In Los Angeles, a half-finished Target Corp. retail project sits abandoned on Sunset Boulevard. A circuit court found the project's building permits to be illegal—because the project violated height restrictions—and construction was ordered stopped in November. Target has appealed the L.A. Superior Court decision and litigation is ongoing, says a company spokesman.
The site has become the latest victim in a host of lawsuits against Los Angeles projects that show "no regard" for city zoning ordinances or the rule of law, says David Lawrence Bell, a plaintiff's attorney in the suit against Target. According to Bell, Mayor Eric Garcetti "wanted precedents set, to encourage others to seek to exceed the height and density limits on Sunset Boulevard." The mayor supports high-rise developments and repeal of the city's height restrictions, saying current land use rules are suffocating it. Legal opponents say that in helping developers navigate the permitting process, he has disregarded height restrictions.
This has put several other multimillion- dollar projects at risk. Just blocks from Target, CIM Group's already completed and occupied 22-story Sunset Gordon Tower had its building permits rescinded in October. The ruling places the status of multiple tenants in limbo. A CIM spokesperson said litigation is ongoing and the firm is trying to restore the permits.
In the suit, community groups claimed that the city cannot support further densification. As a result, a Los Angeles judge ruled that the city council had violated the constitutional due process rights of Los Angeles residents in issuing building permits to the Sunset Gordon Tower. Further, Garcetti's city zoning document, the Hollywood Community Plan, was called "fatally flawed" by the judge.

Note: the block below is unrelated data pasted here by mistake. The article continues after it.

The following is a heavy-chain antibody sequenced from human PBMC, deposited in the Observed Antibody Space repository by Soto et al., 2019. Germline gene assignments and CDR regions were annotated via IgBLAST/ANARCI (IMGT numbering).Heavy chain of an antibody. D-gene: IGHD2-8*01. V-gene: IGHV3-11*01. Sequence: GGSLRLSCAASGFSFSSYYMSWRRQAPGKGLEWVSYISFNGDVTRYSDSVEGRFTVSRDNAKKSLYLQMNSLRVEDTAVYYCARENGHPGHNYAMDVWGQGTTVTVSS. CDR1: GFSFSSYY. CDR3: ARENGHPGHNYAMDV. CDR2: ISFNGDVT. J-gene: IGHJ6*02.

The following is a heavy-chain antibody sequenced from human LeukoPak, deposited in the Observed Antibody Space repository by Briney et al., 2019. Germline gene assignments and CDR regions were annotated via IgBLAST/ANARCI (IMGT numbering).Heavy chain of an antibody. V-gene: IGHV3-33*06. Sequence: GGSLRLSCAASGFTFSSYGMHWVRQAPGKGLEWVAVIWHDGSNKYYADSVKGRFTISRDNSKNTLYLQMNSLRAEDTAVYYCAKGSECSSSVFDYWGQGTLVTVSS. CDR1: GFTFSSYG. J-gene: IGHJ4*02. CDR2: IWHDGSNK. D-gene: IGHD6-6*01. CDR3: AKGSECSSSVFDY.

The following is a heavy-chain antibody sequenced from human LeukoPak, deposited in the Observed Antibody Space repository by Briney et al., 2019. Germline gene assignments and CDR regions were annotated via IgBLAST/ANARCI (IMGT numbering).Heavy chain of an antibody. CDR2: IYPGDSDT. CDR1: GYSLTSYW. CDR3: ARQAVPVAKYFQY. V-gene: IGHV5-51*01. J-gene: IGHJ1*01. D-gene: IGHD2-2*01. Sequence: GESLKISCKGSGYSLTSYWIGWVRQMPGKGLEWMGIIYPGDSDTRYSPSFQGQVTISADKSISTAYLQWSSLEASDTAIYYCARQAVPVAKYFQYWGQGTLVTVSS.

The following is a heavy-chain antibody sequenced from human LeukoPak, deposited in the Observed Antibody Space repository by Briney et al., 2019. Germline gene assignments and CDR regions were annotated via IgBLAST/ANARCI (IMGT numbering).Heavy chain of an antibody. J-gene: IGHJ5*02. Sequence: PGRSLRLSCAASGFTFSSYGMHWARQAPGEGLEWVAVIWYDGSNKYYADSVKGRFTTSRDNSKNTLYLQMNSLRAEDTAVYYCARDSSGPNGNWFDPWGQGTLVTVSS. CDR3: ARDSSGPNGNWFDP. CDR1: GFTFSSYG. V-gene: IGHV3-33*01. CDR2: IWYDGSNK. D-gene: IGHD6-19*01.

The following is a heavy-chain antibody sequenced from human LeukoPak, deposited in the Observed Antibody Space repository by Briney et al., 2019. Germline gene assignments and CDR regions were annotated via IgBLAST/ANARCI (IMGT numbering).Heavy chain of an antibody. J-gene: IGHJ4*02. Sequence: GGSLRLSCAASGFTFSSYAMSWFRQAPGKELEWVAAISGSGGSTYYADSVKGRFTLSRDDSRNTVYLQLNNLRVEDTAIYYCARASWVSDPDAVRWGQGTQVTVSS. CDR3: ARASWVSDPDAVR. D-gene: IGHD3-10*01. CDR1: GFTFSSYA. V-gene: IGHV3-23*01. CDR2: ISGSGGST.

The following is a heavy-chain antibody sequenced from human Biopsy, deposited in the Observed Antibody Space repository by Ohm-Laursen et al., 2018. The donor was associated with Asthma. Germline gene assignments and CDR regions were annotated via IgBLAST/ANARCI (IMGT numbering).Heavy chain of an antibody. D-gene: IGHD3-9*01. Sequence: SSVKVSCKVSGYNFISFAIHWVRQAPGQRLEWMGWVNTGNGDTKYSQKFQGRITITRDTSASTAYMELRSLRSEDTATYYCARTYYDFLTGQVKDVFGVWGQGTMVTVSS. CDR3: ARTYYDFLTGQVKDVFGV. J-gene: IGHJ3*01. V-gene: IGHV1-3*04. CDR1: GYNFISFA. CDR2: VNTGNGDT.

Despite the height fight, many projects continue to move forward, including the $400- million Columbia Square mixed-use development under construction on Sunset Boulevard. "It's a prevalent discussion, but when we get involved with a project it's usually downstream of those decisions," says Steve Smith, senior vice president with Hathaway Dinwiddie Construction, the project's general contractor.
Smith says he doesn't think the recent rulings will halt development in the active Hollywood market. "Developers still see this area as desirable for its vacancy rates and entertainment history," he says.
Architect Bob Hale with Rios Clementi Hale Studios says the underlying rights to develop property in the city are antiquated, and the zoning code is currently being rewritten as part of a five-year effort to try to deal with some of these issues. "There should be a more clear vision and a degree of consensus as to what our city's future will be," he adds.